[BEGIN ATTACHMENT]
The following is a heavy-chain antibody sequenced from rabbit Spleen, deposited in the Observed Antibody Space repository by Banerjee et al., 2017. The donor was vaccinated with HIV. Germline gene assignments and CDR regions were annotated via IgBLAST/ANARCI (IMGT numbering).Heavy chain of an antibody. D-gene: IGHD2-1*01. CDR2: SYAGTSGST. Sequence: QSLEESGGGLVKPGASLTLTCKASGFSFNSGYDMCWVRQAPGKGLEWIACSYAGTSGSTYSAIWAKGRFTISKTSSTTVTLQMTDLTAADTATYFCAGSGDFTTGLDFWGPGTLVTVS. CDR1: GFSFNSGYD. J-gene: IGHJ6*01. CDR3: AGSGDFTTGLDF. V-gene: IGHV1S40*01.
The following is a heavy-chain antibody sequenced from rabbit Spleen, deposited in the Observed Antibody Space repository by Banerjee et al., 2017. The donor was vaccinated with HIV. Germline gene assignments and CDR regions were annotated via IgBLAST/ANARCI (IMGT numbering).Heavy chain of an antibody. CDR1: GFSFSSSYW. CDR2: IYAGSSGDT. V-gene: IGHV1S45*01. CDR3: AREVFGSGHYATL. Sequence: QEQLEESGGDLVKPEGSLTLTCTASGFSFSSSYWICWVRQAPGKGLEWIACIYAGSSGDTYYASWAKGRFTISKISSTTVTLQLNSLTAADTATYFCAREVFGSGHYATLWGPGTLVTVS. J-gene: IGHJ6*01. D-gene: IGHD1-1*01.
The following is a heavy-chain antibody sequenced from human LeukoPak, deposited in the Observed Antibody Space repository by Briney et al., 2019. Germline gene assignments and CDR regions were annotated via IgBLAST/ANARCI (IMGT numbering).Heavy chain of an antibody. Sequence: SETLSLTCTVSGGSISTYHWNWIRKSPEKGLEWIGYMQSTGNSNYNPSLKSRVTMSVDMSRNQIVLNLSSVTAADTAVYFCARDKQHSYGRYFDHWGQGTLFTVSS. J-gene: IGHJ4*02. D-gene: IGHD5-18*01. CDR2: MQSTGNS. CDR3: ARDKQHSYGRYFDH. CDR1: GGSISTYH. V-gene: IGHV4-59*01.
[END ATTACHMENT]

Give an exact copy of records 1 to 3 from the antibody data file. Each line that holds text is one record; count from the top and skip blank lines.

The following is a heavy-chain antibody sequenced from rabbit Spleen, deposited in the Observed Antibody Space repository by Banerjee et al., 2017. The donor was vaccinated with HIV. Germline gene assignments and CDR regions were annotated via IgBLAST/ANARCI (IMGT numbering).Heavy chain of an antibody. D-gene: IGHD2-1*01. CDR2: SYAGTSGST. Sequence: QSLEESGGGLVKPGASLTLTCKASGFSFNSGYDMCWVRQAPGKGLEWIACSYAGTSGSTYSAIWAKGRFTISKTSSTTVTLQMTDLTAADTATYFCAGSGDFTTGLDFWGPGTLVTVS. CDR1: GFSFNSGYD. J-gene: IGHJ6*01. CDR3: AGSGDFTTGLDF. V-gene: IGHV1S40*01.
The following is a heavy-chain antibody sequenced from rabbit Spleen, deposited in the Observed Antibody Space repository by Banerjee et al., 2017. The donor was vaccinated with HIV. Germline gene assignments and CDR regions were annotated via IgBLAST/ANARCI (IMGT numbering).Heavy chain of an antibody. CDR1: GFSFSSSYW. CDR2: IYAGSSGDT. V-gene: IGHV1S45*01. CDR3: AREVFGSGHYATL. Sequence: QEQLEESGGDLVKPEGSLTLTCTASGFSFSSSYWICWVRQAPGKGLEWIACIYAGSSGDTYYASWAKGRFTISKISSTTVTLQLNSLTAADTATYFCAREVFGSGHYATLWGPGTLVTVS. J-gene: IGHJ6*01. D-gene: IGHD1-1*01.
The following is a heavy-chain antibody sequenced from human LeukoPak, deposited in the Observed Antibody Space repository by Briney et al., 2019. Germline gene assignments and CDR regions were annotated via IgBLAST/ANARCI (IMGT numbering).Heavy chain of an antibody. Sequence: SETLSLTCTVSGGSISTYHWNWIRKSPEKGLEWIGYMQSTGNSNYNPSLKSRVTMSVDMSRNQIVLNLSSVTAADTAVYFCARDKQHSYGRYFDHWGQGTLFTVSS. J-gene: IGHJ4*02. D-gene: IGHD5-18*01. CDR2: MQSTGNS. CDR3: ARDKQHSYGRYFDH. CDR1: GGSISTYH. V-gene: IGHV4-59*01.